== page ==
HomeDental CareFloss : How to Floss properly and Benefits of Flossing teeth

Floss : How to Floss properly and Benefits of Flossing teeth

What is Dental floss?

Dental floss is a thread-like tool and one type of interdental aid used to remove plaque and clean the proximal surface of the teeth.

Toothbrushing does not clean the entire tooth surface as a major portion of the tooth remains untouched from the cleaning action of the toothbrush; Dental floss and other interdental aids play a vital role in the cleaning of such areas.

Flossing teeth is very important for Good oral health and every individual should floss their teeth at least once a day. However, many people are unaware of flossing, and many complain that it is hard, some complaint about bleeding gums because of flossing, etc.

Why is Flossing Teeth Important for Good Oral health?

As we discussed, flossing removes bacterial plaque biofilm and cleans the proximal surfaces of teeth. Dental plaque is very important to clean as it causes caries or cavities as well as gum and periodontal diseases. Different studies shows how regular flossing helps to reduce interproximal caries instead of intermittent cleaning.

Normal toothbrushes do not reach everywhere, so you can use dental floss to clean those areas, if those untouched areas are not cleaned regularly then over time dental plaque on those areas mineralizes and forms hard calculus. This hard-formed calculus weakens overall periodontal health. That’s why flossing plays an important role in the good oral hygiene routine.

Research showed, adding a flossing habit along with toothbrushing in an oral hygiene routine decreases gum bleeding and microbes associated with periodontal diseases.

Which type of Floss do you require?

There are many types of dental floss available in the market these days; waxed dental floss, unwaxed dental floss, flavored floss, thick floss, thin floss, superfloss, powered flosser or electric flosser, handled floss, etc.

Almost all floss provides a good outcome so you can choose floss as per your ease of use and personal choice. If you have tight teeth contact points then you can use waxed floss for easy flossing; however, many people have an allergy to wax, so they should avoid waxed floss. some people may not be comfortable with using dental floss with fingers and can opt for handled floss so you don’t have to use your fingers for holding floss.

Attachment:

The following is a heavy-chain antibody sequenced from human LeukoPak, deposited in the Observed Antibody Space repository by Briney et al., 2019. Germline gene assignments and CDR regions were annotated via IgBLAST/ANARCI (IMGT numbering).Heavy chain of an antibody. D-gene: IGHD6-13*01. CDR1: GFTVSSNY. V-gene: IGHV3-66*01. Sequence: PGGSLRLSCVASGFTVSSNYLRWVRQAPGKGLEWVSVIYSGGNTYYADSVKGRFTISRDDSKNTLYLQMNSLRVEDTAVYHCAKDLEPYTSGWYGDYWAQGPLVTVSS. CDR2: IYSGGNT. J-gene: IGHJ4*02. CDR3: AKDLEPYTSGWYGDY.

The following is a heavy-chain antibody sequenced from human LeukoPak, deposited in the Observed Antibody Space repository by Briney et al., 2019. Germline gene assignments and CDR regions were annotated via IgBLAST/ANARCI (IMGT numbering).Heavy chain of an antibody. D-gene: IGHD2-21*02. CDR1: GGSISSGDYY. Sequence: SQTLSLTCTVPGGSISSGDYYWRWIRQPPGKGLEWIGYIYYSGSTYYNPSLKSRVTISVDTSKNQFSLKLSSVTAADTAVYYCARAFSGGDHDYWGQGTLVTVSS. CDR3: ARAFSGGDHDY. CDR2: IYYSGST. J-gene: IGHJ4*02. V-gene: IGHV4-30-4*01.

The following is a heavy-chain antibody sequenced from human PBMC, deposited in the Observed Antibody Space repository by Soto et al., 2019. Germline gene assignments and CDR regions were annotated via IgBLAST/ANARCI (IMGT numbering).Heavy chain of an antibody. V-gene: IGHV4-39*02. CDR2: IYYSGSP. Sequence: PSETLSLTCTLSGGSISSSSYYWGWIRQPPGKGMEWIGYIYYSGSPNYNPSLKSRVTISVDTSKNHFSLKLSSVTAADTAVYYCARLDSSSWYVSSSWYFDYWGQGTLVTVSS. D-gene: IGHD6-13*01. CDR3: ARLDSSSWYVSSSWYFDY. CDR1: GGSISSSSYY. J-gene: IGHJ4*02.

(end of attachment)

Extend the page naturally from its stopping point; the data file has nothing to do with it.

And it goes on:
There is also Superfloss (developed by Oral B laboratories, the Gillette company; Boston, MA) available in the market for patients who have fixed partial dentures for cleaning plaque.

How to use Floss properly?

It is important to know how to use dental floss to floss your teeth properly because improper flossing may damage your gums or gingival tissue and create a floss cleft or proximal grooves in gums that we have discussed later in this article.

Steps of flossing

  1. First, take 15 to 18 inches of dental floss, and wrap the ends of the floss around the middle fingers of each hand, so you can use your forefinger to guide the floss in interproximal space between teeth.
  2. After that, stretch and pass it through the contact area with a firm back and forth mention (gently moving buccolingually in a sawing motion).
  3. Next, once the floss comes below the contact area, wrap the floss around the proximal surface of the tooth like a C-shape loop, and move it in the margin of the gums or gingiva.Floss around proximal surface of tooth like a C shape
  4. Then, move the floss firmly along the tooth up to the contact area. Repeat this up-and-down stroke 2-3 times and then repeat this process on the proximal surface of the adjacent tooth (tooth next to it).

Follow this process of flossing on all your teeth for proper cleaning.

Care must be taken while flossing, forcefully snapping floss, and doing aggressive up-down forces through the contact area damages gums and leads floss cleft or gingival grooves; gums may bleed and even recedes if care is not taken. So you should take care of it while flossing.

I hope this informative article is helpful to you in understanding dental floss and flossing. You should add a flossing habit to your oral care routine for healthy teeth and gums.

References
  1. American Dental Association “Floss”
  2. Graves RC, Disney JA, Stamm JW: Comparative effectiveness of flossing and brushing in reducing interproximal bleeding, J Periodontol 60:243–247, 1989.
  3. Lang WP, Farghaly MM, Ronis DL: The relation of preventive dental behaviors to periodontal health status, J Clin Periodontol 21:194–198, 1994.

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